If nothing else, the Chengs know how to save face. So to everyone else, Syrah Cheng's life looks like a dream come true. Her father is a billionaire, her mother is beautiful and always buying her fancy clothes (and custom-designed snowboarding gear). Between that and the mansion and private jet, it really seems like Syrah has it all. But . . .
The worst part of having it all is having to deal with it all--the good, the bad, and the just plain weird.
Syrah knows better than most that appearances can be deceiving. She almost never sees her parents, her half-siblings hate her, and it turns out real friends are not that easy to find when you can buy everything else. What Syrah doesn't know is how to change any of that, especially when she's been deceiving herself for so long.
Girl Overboard (2007) is Justina Chen Headley's second novel (following Nothing But the Truth (and a Few White Lies) from 2006). The writing here is snappy and really moves the text along, so much so that the story very quickly demanded my full attention to better catch the nuances of Syrah's narration. The writing here is also grittier than a lot of books I have read lately. Syrah's loneliness and depression are so tangible in the early stages of the book that, at times, reading it was painful.
After years of being a loner with a one-track mind for snowboarding, Syrah's snowboarding accident and resulting knee injury force her to look at her entire life in a new light. If one bad accident can leave Syrah terrified of her chilly home away from home, what else has Syrah misinterpreted? It turns out the answer is a lot.
This book deals with many themes in addition to snowboarding and overcoming a really scary injury (partly inspired by the author's own bogus wipeout). A first-generation American herself, Syrah's family still bears the scars of their past in China during the Cultural Revolution. The story also provides an interesting commentary on the cost of keeping up appearances and friendship. At its core though, Girl Overboard is about a girl who has found herself adrift and, while trying to get her own bearings, realizes she can help those around her at the same time.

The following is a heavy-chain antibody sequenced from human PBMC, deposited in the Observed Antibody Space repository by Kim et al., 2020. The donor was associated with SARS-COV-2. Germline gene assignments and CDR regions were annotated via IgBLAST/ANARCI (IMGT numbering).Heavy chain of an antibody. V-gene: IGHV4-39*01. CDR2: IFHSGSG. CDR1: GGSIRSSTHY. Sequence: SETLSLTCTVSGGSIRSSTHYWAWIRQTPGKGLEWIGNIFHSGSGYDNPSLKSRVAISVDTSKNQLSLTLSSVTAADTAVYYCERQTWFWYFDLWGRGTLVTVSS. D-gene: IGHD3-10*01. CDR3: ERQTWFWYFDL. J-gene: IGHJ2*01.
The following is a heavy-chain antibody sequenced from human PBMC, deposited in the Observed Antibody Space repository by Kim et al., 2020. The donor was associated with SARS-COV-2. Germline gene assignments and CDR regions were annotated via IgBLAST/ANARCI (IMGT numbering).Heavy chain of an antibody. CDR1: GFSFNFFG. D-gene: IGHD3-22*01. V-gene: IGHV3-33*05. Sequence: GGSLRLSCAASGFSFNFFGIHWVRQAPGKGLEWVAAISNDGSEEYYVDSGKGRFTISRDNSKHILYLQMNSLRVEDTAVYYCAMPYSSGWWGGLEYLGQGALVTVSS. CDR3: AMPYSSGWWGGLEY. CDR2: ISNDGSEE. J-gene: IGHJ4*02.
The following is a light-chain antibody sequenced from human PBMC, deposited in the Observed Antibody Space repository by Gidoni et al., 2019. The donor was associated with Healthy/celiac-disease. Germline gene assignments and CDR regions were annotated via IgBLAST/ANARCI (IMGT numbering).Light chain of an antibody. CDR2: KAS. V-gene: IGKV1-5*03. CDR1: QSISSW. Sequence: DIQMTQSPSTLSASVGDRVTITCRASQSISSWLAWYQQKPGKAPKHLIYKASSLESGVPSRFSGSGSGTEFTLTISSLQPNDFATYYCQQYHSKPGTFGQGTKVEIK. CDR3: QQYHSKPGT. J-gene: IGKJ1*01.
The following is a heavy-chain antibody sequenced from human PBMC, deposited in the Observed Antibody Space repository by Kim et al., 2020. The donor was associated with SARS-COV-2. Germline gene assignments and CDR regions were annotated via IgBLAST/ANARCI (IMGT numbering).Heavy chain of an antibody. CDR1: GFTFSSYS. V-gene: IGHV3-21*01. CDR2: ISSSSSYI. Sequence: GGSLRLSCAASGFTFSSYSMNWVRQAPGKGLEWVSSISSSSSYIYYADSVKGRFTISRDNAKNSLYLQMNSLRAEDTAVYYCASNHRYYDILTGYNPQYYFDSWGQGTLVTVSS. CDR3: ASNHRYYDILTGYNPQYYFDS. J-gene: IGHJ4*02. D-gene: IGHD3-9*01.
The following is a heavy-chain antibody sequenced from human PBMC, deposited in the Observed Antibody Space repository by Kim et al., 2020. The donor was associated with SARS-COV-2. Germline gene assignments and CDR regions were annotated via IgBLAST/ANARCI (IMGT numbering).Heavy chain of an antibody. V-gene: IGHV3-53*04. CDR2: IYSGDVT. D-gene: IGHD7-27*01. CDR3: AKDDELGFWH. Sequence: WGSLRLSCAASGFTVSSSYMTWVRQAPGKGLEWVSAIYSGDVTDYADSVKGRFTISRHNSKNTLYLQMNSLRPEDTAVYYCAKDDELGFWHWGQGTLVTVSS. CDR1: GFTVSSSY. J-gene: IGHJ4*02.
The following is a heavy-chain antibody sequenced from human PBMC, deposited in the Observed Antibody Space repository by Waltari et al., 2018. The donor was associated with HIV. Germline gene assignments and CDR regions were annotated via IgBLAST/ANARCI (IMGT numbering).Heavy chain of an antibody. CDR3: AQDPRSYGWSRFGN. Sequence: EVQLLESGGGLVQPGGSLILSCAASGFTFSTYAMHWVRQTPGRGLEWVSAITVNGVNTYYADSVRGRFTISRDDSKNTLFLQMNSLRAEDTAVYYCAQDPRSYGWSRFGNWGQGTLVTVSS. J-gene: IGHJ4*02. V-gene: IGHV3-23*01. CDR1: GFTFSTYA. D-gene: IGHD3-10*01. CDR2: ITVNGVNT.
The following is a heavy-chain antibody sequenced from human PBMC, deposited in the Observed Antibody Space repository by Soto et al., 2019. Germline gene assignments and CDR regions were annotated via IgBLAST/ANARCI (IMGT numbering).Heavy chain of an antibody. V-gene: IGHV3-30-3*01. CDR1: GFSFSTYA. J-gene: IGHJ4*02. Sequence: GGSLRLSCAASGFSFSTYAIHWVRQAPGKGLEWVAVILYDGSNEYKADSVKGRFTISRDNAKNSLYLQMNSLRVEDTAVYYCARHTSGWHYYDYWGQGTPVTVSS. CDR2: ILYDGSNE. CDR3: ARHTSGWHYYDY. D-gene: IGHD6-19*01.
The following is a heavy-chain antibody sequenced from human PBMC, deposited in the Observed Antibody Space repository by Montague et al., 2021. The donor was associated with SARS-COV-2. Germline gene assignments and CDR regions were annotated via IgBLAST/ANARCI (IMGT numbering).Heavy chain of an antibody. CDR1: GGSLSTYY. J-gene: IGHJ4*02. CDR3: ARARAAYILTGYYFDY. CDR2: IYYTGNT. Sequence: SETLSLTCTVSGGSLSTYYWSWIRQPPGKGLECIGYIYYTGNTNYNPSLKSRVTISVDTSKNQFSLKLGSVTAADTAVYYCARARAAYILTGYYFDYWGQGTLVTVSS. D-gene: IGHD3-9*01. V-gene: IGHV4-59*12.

In this novel Headley spends a lot of time in Syrah's head, partly because the book is narrated in the first person, but also because Syrah is a solitary creature--especially after her Accident. For this reason, Headley is really able to trace Syrah's growth as a character. At the beginning of the novel Syrah is lonely, sad, and desperate for a way out of her life. But as the story progresses, Syrah learns that before you can ask for help you have to think you deserve it. In fact, you have to think you deserve it all because if you don't who will?
In short, what I love about Girl Overboard is Syrah Cheng is not just an awesome, strong girl but because this book details how she became that girl.
Possible Pairings: King of the Screwups by K. L. Going, The Disreputable History of Frankie Landau-Banks by E. Lockhart, Kiki Strike by Kirsten Miller, Dealing with Dragons by Patricia C. Wrede